Uncollected PVCs by youth worries APC Northwest

BY NICK DAZANG 

The price of liberty, the time-honoured saying goes, is eternal vigilance. Recently, the Coalition of United Political Parties, CUPP, demonstrated uncommon vigilance, steeped in patriotism, when it shrilly called attention of Nigerians to strenuous efforts by unscrupulous persons to undo our Register of Voters. The CUPP also alleged, among others, that a grand design to remove the INEC Chairman, Professor Mahmood Yakubu, and to supplant him with a pliant person was afoot.

Given the many concerns raised by Nigerians on the Register of Voters, today’s discourse seeks to address the storied pedigree of the Register, its crucial place in delivering credible elections and the processes involved in putting in place a Register invested with integrity.

Once upon a time, especially after the conduct of the 1999 and 2003 general elections, it became crystal clear that the manual register, as it then was, was defective, susceptible to padding and therefore could be deployed wantonly to rig elections. To staunch this possibility of the register being used to undermine elections, the Independent National Electoral Commission, INEC, under the watch of Dr. Abel Guobadia, 2002, found recourse in the Optical Mark Recognition, OMR, forms plus still cameras to register eligible voters. This marked the Commission’s foray into technology to address electoral challenges.

The OMR was soon upgraded by Professor Maurice Iwu who introduced the Electronic Voting System, EVS. The gamut of the EVS encompasses Electronic Registration and Electronic Balloting, known also as the Electronic Voting Machine, EVM. Between 2006 and 2008, the Commission did pilots of electronic registration using the Direct Data Capture Machines, DDCMs.

The DDCM is made up of a laptop and other peripherals or accessories such as scanners and cameras used to capture the biometrics of prospective voters. Due to the limited number of DDCMs deployed for the pilots, the electronic voter registration began by Professor Iwu did not gain the requisite traction or success.

Things took a turn for the better in 2011. The previous year, Professor Attahiru Jega was appointed the INEC Chairman. The Commission, under his leadership, realised that for it to deliver credible elections and imbue the process with transparency, it must put in place a trusted register. Cognizant of this, it made a compelling case before the executive and legislative branches for registration exercise in which at least one DDCM was to be deployed to the then 120,000 polling units.

This request, galvanized by a huge clamour for transparent elections by Nigerians and members of the international community, was granted pronto by the government. This approval paved way for one of the largest and most elaborate voter registration exercises in the world.

Elaborate and unprecedented exercises come with their hiccups. The voter registration exercise under Professor Jega’s watch was not an exception. At the initial stages of the exercise, the DDCMs failed to capture the finger prints of eligible voters as planned. Some cameras had challenges with capturing the facials. Immediate patchings and adjustments were effected.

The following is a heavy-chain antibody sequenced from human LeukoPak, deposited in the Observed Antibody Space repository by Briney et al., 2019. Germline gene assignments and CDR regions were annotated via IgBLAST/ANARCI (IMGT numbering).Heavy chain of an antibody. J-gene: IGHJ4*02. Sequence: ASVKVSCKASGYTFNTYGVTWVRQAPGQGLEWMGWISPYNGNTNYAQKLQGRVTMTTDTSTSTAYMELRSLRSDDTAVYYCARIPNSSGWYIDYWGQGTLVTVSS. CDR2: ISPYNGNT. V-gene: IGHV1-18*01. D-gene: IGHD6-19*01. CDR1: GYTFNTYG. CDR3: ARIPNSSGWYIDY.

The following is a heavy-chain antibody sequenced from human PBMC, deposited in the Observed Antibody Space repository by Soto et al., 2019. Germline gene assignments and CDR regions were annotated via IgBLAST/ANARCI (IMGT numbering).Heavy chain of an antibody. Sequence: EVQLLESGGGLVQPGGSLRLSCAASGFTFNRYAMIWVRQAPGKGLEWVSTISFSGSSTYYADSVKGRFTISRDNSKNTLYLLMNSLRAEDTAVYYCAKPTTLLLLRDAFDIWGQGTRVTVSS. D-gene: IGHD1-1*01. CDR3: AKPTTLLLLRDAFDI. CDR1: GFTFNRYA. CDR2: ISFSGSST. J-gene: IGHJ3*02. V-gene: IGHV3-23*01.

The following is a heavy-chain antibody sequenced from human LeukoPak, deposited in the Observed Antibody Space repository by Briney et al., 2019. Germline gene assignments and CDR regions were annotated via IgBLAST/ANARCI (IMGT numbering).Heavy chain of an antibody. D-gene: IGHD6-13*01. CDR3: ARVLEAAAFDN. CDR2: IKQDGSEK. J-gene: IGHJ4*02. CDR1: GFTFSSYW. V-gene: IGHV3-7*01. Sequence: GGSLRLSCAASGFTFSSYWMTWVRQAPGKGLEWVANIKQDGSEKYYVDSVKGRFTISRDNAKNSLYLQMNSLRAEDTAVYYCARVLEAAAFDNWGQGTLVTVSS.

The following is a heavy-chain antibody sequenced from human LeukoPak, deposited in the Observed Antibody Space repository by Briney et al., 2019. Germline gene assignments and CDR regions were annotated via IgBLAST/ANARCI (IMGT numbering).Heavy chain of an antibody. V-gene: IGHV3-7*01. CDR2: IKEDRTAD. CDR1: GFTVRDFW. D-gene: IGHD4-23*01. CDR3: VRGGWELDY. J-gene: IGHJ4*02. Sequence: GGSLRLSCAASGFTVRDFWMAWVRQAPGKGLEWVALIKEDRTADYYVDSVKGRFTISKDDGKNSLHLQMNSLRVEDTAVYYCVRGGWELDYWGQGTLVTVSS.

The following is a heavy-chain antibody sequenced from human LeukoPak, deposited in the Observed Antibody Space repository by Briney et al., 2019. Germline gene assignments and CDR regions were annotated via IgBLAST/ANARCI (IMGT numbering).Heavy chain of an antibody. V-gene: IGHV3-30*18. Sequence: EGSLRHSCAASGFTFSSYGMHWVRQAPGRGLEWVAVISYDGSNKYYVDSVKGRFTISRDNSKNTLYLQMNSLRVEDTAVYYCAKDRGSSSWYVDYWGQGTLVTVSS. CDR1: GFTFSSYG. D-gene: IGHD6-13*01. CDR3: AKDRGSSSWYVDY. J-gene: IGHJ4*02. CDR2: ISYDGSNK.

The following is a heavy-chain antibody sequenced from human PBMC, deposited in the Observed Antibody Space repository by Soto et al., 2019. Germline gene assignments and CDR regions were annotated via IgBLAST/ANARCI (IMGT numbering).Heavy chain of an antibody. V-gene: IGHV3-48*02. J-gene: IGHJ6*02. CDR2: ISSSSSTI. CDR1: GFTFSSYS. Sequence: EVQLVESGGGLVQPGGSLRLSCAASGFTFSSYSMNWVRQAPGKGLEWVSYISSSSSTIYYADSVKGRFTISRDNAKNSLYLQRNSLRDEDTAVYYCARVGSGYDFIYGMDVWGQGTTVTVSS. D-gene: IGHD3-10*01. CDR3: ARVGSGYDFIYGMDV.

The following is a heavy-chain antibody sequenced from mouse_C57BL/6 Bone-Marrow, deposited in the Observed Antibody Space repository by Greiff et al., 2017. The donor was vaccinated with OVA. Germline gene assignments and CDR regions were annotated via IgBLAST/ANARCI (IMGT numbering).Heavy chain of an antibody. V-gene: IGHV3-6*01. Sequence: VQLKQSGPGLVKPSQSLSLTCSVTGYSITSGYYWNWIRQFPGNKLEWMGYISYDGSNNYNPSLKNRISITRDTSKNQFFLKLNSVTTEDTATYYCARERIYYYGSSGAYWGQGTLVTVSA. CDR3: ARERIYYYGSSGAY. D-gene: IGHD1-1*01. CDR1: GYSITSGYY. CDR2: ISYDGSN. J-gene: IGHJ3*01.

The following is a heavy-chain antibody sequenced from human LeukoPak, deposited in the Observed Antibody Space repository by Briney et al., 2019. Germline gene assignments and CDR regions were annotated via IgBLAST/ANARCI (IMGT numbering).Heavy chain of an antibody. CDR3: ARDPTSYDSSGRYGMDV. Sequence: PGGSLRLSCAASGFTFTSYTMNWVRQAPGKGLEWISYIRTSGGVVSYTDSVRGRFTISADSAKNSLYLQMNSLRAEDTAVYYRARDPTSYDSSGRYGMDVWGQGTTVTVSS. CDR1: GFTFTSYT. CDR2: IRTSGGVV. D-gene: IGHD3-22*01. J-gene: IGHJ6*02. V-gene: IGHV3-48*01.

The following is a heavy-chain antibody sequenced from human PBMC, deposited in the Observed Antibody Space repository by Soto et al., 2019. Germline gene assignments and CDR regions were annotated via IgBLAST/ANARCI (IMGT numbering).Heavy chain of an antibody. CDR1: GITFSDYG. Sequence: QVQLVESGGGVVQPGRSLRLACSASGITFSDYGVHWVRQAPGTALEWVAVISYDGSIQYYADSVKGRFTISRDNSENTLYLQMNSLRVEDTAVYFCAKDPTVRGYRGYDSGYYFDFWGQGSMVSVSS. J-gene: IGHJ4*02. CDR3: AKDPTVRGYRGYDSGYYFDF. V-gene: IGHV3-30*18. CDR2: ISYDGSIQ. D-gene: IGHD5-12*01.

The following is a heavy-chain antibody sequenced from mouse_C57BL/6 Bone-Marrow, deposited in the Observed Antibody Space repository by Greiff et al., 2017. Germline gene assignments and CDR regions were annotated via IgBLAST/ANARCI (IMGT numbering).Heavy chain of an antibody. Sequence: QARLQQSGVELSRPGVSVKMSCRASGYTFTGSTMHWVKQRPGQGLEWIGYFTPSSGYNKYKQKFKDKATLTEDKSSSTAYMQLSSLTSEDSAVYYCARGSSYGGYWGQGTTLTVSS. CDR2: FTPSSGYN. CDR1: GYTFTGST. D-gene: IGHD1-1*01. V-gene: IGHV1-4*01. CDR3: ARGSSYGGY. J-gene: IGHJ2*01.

As if these were not bad enough, in spite of sustained and elaborate publicity and voter education, many Nigerians, in contradiction of the law, registered more than once. When the Automated Finger Identification System, AFIS, software was deployed to check multiple registration, it turned out, sadly, that millions of Nigerians, some out of ignorance, some out to game the exercise, did multiple registration. And this occurred across all the states of the federation and the Federal Capital Territory, FCT.

Fast forward to 2017. Whereas the repealed Electoral Act 2010(as amended) and the re-enacted Electoral Act 2022 in Sections 9 and 10 command in unmistakable terms that “there shall be Continous Voter Registration….”, most Commissions had observed or carried out this injunction in the breach. Either due to paucity of resources or lack of will, CVR exercises were carried out a few months to the conduct of elections- general or off season.

Enter Professor Mahmood Yakubu as INEC Chairman. For the first time in our electoral annals, the Commission conducted voter registration on a continuous basis from Thursday, April 27, 2017 until a few months to the conduct of the 2019 general elections. By the same token, another CVR exercise under his watch began on June 28, 2021 and was suspended on July 31, 2022. Also, for the first time, on the African continent, Nigerians began the exercise on line and consummated it in person or physically at designated centres.

Four salient issues stand out and which I wish to elaborate upon. The CVR exercise cannot continue interminably and into the conduct of the elections. The Commission needs to take time to clean up the register of multiple registrants and if possible prosecute such willful offenders.  It has to print the Permanent Voter Cards, PVCs, arising from the registration exercise. And it has to publish and present a clean Register to political parties and other critical stakeholders ahead of the 2023 general elections.

Secondly, as with the experience of 2011, mischievous and desperate persons will attempt to register more than once or strain themselves to undermine the Register. What is key is that the Commission, through the Automated Biometric Identification System, ABIS, software should scrutinise, detect and remove multiple registrations from the Register of Voters. 

*Dazang, a public affairs analyst, wrote via: [email protected]

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